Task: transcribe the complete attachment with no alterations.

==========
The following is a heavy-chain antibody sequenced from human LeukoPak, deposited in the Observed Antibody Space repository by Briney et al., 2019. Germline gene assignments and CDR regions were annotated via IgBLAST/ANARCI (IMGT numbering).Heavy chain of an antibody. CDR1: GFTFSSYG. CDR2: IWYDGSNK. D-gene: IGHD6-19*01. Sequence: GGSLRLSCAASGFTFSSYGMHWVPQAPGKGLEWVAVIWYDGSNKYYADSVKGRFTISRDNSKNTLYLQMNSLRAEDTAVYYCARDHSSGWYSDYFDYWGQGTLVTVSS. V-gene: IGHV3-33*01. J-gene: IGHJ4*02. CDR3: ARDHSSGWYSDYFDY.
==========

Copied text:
The following is a heavy-chain antibody sequenced from human LeukoPak, deposited in the Observed Antibody Space repository by Briney et al., 2019. Germline gene assignments and CDR regions were annotated via IgBLAST/ANARCI (IMGT numbering).Heavy chain of an antibody. CDR1: GFTFSSYG. CDR2: IWYDGSNK. D-gene: IGHD6-19*01. Sequence: GGSLRLSCAASGFTFSSYGMHWVPQAPGKGLEWVAVIWYDGSNKYYADSVKGRFTISRDNSKNTLYLQMNSLRAEDTAVYYCARDHSSGWYSDYFDYWGQGTLVTVSS. V-gene: IGHV3-33*01. J-gene: IGHJ4*02. CDR3: ARDHSSGWYSDYFDY.